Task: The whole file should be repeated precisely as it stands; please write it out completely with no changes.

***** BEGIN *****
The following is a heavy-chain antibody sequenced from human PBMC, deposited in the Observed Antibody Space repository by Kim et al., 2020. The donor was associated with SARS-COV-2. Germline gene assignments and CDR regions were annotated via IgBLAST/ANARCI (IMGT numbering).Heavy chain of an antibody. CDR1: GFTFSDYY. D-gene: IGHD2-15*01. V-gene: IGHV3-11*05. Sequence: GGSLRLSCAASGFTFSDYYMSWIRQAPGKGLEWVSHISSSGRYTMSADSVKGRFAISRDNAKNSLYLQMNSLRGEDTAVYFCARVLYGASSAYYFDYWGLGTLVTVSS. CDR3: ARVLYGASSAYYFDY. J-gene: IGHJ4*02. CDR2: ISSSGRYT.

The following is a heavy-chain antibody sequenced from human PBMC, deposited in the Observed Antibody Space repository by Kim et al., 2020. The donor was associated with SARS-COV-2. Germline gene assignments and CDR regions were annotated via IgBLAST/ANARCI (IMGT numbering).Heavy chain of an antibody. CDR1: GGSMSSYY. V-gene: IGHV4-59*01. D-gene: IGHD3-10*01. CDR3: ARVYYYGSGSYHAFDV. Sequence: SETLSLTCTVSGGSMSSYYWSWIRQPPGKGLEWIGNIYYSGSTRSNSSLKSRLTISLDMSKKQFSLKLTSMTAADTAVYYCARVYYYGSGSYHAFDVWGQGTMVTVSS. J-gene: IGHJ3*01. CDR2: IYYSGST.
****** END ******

The following is a heavy-chain antibody sequenced from human PBMC, deposited in the Observed Antibody Space repository by Kim et al., 2020. The donor was associated with SARS-COV-2. Germline gene assignments and CDR regions were annotated via IgBLAST/ANARCI (IMGT numbering).Heavy chain of an antibody. CDR1: GFTFSDYY. D-gene: IGHD2-15*01. V-gene: IGHV3-11*05. Sequence: GGSLRLSCAASGFTFSDYYMSWIRQAPGKGLEWVSHISSSGRYTMSADSVKGRFAISRDNAKNSLYLQMNSLRGEDTAVYFCARVLYGASSAYYFDYWGLGTLVTVSS. CDR3: ARVLYGASSAYYFDY. J-gene: IGHJ4*02. CDR2: ISSSGRYT.

The following is a heavy-chain antibody sequenced from human PBMC, deposited in the Observed Antibody Space repository by Kim et al., 2020. The donor was associated with SARS-COV-2. Germline gene assignments and CDR regions were annotated via IgBLAST/ANARCI (IMGT numbering).Heavy chain of an antibody. CDR1: GGSMSSYY. V-gene: IGHV4-59*01. D-gene: IGHD3-10*01. CDR3: ARVYYYGSGSYHAFDV. Sequence: SETLSLTCTVSGGSMSSYYWSWIRQPPGKGLEWIGNIYYSGSTRSNSSLKSRLTISLDMSKKQFSLKLTSMTAADTAVYYCARVYYYGSGSYHAFDVWGQGTMVTVSS. J-gene: IGHJ3*01. CDR2: IYYSGST.